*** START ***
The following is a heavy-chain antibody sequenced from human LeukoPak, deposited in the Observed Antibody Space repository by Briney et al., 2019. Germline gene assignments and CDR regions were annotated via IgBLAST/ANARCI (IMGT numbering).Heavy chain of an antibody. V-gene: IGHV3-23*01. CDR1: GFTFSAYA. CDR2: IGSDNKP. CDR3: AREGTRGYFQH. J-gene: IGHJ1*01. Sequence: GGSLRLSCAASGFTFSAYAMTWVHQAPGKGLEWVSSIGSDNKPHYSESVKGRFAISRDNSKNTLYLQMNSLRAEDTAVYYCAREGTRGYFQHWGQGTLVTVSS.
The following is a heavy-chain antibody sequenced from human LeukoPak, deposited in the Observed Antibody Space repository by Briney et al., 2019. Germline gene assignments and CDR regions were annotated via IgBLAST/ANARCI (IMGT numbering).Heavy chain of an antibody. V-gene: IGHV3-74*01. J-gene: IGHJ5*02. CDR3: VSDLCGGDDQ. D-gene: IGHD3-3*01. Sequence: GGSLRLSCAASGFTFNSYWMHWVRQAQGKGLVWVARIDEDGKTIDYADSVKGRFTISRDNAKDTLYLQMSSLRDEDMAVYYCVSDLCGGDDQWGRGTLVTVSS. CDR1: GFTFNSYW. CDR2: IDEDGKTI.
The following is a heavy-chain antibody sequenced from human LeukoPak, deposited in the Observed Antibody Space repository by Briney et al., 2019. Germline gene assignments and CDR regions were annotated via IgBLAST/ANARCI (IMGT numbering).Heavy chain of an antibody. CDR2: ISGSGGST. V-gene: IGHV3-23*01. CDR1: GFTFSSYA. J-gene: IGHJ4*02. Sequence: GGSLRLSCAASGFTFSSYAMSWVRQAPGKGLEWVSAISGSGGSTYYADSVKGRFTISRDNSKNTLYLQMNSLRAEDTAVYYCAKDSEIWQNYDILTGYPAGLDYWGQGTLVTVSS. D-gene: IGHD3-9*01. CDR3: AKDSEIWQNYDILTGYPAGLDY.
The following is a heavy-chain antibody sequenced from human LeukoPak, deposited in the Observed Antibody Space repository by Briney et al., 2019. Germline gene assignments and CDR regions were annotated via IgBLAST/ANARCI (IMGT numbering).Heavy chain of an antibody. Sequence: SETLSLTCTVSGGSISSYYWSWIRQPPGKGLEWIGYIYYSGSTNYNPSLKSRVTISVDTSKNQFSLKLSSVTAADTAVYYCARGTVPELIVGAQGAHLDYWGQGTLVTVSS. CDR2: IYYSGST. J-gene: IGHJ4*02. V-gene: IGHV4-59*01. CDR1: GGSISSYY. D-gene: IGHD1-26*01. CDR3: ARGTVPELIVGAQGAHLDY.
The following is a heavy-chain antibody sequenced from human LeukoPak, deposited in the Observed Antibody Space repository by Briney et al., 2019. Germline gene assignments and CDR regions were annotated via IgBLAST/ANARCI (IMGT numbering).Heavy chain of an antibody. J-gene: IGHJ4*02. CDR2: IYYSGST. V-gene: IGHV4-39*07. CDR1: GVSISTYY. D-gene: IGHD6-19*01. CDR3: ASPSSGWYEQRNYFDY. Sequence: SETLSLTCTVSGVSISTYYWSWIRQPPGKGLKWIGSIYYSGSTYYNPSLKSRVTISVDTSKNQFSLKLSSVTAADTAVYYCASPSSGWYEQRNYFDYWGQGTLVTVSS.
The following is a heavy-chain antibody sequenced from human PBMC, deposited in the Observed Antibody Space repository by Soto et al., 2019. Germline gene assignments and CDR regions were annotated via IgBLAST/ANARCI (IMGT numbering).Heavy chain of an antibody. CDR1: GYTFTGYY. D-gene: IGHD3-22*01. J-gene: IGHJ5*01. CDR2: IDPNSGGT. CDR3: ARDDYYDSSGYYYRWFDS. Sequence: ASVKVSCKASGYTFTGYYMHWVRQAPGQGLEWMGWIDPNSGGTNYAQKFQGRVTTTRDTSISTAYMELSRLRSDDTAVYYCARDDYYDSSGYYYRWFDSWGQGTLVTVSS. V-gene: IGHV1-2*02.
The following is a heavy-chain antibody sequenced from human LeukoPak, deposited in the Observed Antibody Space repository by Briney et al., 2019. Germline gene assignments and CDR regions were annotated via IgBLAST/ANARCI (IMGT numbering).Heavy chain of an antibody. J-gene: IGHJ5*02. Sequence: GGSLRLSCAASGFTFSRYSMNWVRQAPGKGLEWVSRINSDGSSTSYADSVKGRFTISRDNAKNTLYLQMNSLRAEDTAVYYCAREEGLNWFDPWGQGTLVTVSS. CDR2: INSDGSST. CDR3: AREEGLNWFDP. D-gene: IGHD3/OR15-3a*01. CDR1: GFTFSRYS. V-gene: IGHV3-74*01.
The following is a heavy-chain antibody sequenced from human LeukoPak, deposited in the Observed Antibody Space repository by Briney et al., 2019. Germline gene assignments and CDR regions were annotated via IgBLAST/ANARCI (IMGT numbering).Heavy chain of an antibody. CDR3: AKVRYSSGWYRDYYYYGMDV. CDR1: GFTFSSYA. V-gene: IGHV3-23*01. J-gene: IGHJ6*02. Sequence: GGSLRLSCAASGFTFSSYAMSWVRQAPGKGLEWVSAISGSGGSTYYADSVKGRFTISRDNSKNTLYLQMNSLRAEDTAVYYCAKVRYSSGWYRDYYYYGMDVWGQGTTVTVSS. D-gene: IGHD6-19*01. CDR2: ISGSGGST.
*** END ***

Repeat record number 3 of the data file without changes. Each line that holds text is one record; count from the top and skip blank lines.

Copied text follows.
The following is a heavy-chain antibody sequenced from human LeukoPak, deposited in the Observed Antibody Space repository by Briney et al., 2019. Germline gene assignments and CDR regions were annotated via IgBLAST/ANARCI (IMGT numbering).Heavy chain of an antibody. CDR2: ISGSGGST. V-gene: IGHV3-23*01. CDR1: GFTFSSYA. J-gene: IGHJ4*02. Sequence: GGSLRLSCAASGFTFSSYAMSWVRQAPGKGLEWVSAISGSGGSTYYADSVKGRFTISRDNSKNTLYLQMNSLRAEDTAVYYCAKDSEIWQNYDILTGYPAGLDYWGQGTLVTVSS. D-gene: IGHD3-9*01. CDR3: AKDSEIWQNYDILTGYPAGLDY.